Drop shadows are effects that create a 3D-like appearance. The are most often associated with images. The photograph on the right is created with a drop shadow. It looks like it is floating a bit above the page.
There are many reasons why you may want to have drop shadows on an element of your Web page. For instance, there are drop shadows on the elements of this page. But, except for the photo above, all of them are created using Cascading Style Sheets. Applying a drop shadow to certain page elements, such as divisions (those made with the div tag) is very difficult unless they are made with CSS. Without CSS, a special "shadow image" has to be created, and then it must be cleverly placed in the proper position so that it repeats in exactly the correct way up and down the edges of the div.
But the Cascading Style Sheet drop shadow rule can be applied to nearly any page element and special images are not required. Customizing the shadow is relatively simple. You can control the spread and color by changing the attribute values.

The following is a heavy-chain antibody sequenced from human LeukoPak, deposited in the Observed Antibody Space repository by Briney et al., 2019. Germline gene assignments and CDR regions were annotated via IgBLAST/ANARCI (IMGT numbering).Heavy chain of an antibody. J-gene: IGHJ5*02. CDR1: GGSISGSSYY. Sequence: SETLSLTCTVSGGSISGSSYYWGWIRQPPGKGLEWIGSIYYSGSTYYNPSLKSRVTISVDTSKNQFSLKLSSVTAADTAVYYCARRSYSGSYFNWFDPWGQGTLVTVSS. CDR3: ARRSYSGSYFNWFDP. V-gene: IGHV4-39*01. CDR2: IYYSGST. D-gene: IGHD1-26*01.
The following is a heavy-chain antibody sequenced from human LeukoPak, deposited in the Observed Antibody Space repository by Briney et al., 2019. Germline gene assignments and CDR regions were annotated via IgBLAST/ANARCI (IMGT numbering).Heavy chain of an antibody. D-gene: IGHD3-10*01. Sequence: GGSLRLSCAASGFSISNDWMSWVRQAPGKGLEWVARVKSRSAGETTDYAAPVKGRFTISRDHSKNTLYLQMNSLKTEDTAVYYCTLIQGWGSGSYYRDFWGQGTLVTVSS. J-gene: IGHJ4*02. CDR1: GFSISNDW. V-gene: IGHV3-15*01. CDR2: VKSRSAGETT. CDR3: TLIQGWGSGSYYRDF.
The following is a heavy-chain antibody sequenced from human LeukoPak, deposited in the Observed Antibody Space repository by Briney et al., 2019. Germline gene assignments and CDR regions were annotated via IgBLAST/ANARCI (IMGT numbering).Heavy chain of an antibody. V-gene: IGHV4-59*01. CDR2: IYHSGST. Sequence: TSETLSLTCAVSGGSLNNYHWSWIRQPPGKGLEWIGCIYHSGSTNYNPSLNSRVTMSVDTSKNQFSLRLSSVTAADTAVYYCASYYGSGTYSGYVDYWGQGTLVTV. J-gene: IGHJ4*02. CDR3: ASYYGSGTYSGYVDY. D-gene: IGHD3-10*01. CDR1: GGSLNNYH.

It is important to point out that the term "drop shadow" is interpreted differently by the various browsers. For instance, a drop shadow in Firefox, Chrome, and Safari is an offset blurry effect. But the term "drop shadow" causes Internet Explorer to display hard edged shadow. This is illustrated on the right. The blurred offest effect is called "shadow" for Internet Explorer.
In this tutorial we are interested in the blurry drop shadow effect because it most closely resembles the traditional drop shadow that is created for images. As a result, the syntax that you will see on the following pages will refer to "drop shadow" for non-IE browsers, but "shadow" for Internet Explorer. You will see that the "shadow" property in Internet Explorer resembles an extrusion with a fade effect. Be sure to view all these pages in two or more browsers to see the differences.
On the right is another photo of the Pike Place Market sign. The main difference is that the drop shadow effect is created using CSS. Notice that the shadow looks very similar to the one in the upper photograph.
Various browsers tend to display drop shadows differently from each other. View this page with other browsers see how the effect looks. In this tutorial you will learn how to make adjustments for the different browsers.
To see how a "pure" drop shadow looks, there is a blank div on the right. It does not have a background, color, border, or other attributes other than size, and float. We have applied the drop shadow to it as a class. But the way the effect is displayed varies from browser to browser.
On the following pages you will learn how to set up drop shadows and how to customize them for various applications.